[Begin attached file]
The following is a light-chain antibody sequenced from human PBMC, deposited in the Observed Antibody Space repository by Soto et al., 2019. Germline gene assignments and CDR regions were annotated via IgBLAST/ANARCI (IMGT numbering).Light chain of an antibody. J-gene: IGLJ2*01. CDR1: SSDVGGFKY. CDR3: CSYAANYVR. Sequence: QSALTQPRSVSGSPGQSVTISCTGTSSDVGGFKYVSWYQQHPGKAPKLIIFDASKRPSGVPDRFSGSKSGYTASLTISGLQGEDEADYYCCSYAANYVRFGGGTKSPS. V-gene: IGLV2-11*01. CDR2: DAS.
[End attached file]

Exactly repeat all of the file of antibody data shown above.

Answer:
The following is a light-chain antibody sequenced from human PBMC, deposited in the Observed Antibody Space repository by Soto et al., 2019. Germline gene assignments and CDR regions were annotated via IgBLAST/ANARCI (IMGT numbering).Light chain of an antibody. J-gene: IGLJ2*01. CDR1: SSDVGGFKY. CDR3: CSYAANYVR. Sequence: QSALTQPRSVSGSPGQSVTISCTGTSSDVGGFKYVSWYQQHPGKAPKLIIFDASKRPSGVPDRFSGSKSGYTASLTISGLQGEDEADYYCCSYAANYVRFGGGTKSPS. V-gene: IGLV2-11*01. CDR2: DAS.